African swine fever (ASF) is an infectious viral disease in domestic pigs and other pig-like animals. In 2018 the virus made a big leap, infecting wild boars in Belgium.
The disease can result in up to 100% fatalities in a population.
Domestic pigs or wild boar that survive the acute phase may apparently recover and still carry the virus for several months. The clinical symptoms can look very much like those of classical swine fever. There is no vaccine available for African swine fever.
Spread of the virus
African swine fever arrived in Georgia from Africa in 2007. From there the virus spread to Russia and other countries, reaching the European Union in 2014. In September 2018 the virus made a big leap, ultimately infecting hundreds of wild boar in Belgium.
Besides outbreaks in Asia, there are especially many outbreaks in Poland and Romania. In September 2020 the virus was discovered in Germany for the first time.
In 2019 there were 8,315 outbreaks in Europe among wild boar and domestic pigs (source: European Commission).
Routes of infection
Pigs and wild boar can become infected through different routes. Bringing in contaminated food (meat, sausage etc.) is one of the routes humans have a large influence on. Being alert and acting in an aware and responsible way on the part of pig farmers, hunters and individuals are extremely important in preventing the disease from spreading.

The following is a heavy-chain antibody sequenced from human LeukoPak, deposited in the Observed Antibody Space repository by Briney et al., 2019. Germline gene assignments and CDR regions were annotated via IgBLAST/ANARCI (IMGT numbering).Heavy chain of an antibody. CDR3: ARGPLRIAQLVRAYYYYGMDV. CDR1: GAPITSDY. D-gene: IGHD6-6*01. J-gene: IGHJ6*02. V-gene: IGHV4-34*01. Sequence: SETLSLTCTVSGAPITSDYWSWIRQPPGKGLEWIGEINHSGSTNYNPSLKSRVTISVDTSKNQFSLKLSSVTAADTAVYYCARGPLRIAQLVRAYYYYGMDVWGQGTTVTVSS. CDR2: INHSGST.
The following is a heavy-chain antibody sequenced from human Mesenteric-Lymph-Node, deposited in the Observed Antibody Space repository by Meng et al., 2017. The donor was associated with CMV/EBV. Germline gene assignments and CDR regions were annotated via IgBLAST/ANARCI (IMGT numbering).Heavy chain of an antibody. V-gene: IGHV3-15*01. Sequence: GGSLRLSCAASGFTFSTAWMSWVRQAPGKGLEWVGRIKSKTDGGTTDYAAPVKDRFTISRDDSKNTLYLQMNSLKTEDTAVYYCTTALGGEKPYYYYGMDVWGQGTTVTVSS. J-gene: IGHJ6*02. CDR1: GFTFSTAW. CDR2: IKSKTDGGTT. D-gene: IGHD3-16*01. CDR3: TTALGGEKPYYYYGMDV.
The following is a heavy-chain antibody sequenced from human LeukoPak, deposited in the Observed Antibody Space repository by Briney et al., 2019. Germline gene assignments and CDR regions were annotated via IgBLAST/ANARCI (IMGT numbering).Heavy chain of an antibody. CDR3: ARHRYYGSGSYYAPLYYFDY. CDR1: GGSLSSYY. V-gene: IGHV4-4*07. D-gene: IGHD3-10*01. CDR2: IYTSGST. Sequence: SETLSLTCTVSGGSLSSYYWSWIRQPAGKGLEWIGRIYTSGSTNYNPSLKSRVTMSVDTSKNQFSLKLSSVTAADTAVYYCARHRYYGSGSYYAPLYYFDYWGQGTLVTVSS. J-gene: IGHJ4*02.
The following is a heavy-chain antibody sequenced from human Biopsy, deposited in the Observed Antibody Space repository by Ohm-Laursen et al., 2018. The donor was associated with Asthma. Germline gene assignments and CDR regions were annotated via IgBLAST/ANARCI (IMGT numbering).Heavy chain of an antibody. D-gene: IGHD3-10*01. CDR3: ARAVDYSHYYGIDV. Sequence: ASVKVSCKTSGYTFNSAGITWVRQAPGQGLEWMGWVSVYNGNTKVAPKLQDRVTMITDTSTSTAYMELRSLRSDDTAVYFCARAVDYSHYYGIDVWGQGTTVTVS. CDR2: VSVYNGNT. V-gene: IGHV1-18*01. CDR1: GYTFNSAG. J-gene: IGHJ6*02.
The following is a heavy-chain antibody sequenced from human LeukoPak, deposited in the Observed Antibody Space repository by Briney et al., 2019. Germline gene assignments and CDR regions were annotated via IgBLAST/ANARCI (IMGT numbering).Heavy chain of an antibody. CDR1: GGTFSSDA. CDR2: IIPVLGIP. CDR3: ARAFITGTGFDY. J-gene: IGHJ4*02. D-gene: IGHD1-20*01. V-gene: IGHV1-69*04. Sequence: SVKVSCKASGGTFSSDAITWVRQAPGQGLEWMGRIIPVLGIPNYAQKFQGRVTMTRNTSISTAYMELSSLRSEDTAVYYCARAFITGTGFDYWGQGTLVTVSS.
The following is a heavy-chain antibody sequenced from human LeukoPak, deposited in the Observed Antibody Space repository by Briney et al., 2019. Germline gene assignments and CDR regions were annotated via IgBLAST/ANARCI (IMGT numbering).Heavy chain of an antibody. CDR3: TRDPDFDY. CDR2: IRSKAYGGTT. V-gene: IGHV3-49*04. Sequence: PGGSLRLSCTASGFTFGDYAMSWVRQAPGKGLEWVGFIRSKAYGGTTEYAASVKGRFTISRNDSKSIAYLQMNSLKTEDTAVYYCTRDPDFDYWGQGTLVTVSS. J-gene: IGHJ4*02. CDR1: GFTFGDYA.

Safeguarding the Netherlands
In the Netherlands, safeguarding against and combating African swine fever is a task carried out by the government. Should African swine fever be introduced, the Netherlands is ready to combat an outbreak rapidly.
Role of Wageningen University & Research
Wageningen Bioveterinary Research (WBVR) contributes to controlling ASF by rapidly testing samples for the presence of the virus. We coordinate the monitoring of wild boars for ASF. In addition, we carry out research for maintaining and expanding expertise, as well as advise the government and other organisations on ASF. Besides this, WBVR can test if disinfectants are able to kill African swine fever virus.
- FAO Animal Health Manual - Recognizing African swine fever - A field manual. Elaborate background information.
- OIE technical disease card African swine fever, 2013 - Elaborate information on the different aspects of the disease.
- OIE Disease information - Different options to look at outbreaks or the presence of diseases in countries.
- Map with the spread of African swine fever from 2007 - June 2019
- DEFRA Preliminary outbreak assessments - Risk analysis by the British government of outbreaks of animal diseases abroad.
- African swine fever - European Reference Laboratory - General information about African swine fever.
- Promed - For fast notifications of animal diseases, with the latest news on animal diseases worldwide.
- Animal Health regulatory committee presentations - Presentations of EU-countries on the current situation of animal diseases.
- Video: How to stay one step ahead of African swine fever (EFSA)
- Video: Prevention of African swine fever in Europe (European Commission)